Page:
As part of the TNR class, students receive a 161-page handbook that covers everything from caring for cats in traps to constructing winter shelters. Written by Neighborhood Cats, another local pro-TNR group, the handbook decrees it “inherently cruel and irresponsible” to stop feeding a cat you’ve been caring for on the street. They also call it unproductive because hungry cats looking for food “will encroach further and further into inhabited spaces.”
Beck, however, has never seen any scientific evidence that you have to continue feeding a wild animal after starting. It survived before a feeder, he says, so the argument is probably more of “a rationalization than anything based on objective evidence.” Remember, he adds, “all of this is our projection of what we think is happening based on our human values.”
So do feral cats really depend on humans? Or might it be the other way around?
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“This is the worst one,” Romano says, shining a flashlight into a basement crawl space at the Ravenswood Houses in Long Island City, Queens. She points the beam at a brown stain on the floor. “All throughout these buildings there are puddles of human waste that bubble up from broken pipes.”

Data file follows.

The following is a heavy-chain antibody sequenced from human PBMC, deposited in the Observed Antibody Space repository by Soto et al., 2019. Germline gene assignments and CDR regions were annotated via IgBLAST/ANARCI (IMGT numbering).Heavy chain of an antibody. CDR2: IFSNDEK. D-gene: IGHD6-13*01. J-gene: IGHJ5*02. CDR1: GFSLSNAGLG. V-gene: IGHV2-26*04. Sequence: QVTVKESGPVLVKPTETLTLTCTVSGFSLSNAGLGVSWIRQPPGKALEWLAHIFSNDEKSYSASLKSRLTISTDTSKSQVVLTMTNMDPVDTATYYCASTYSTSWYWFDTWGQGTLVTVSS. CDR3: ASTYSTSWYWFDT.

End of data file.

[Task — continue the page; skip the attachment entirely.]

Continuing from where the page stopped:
Romano knows the layout of all thirty-one basements in this public housing complex, after spending seven months working with the Housing Authority to clear them of cats. Wearing a hazmat suit and helmet, she inspected every nook before giving the okay to seal the spaces. Covered with water bugs, spiders and crickets, she worked in the summer heat with no ventilation and crawled when there was no room to stand or squat, extending her arms into dark spaces, feeling for stragglers. In the end, she is confident she got them all.
“Anything I do, I do overboard,” Romano says. It’s hard not to admire her dedication, especially because she acts with contagious spunk, cursing and laughing and speaking her mind. She used to be a body builder, but as with so much else in her life, she gave it up for cats.
“It’s a blessing and a curse. It gives me purpose, but controls my life.”
The SaveKitty Foundation receives about $80,000 in annual contributions and grants. Most goes towards cat food and vet fees; neither Romano nor Immordino take any compensation. Romano and her husband get by on the money he makes as mechanic and the pay she brings in from small cleaning jobs or from taking a litter of kittens off someone’s hands. SaveKitty has brought thousands of feral cats to veterinarians for neutering, and placed hundreds of rescued ones into adoptive homes.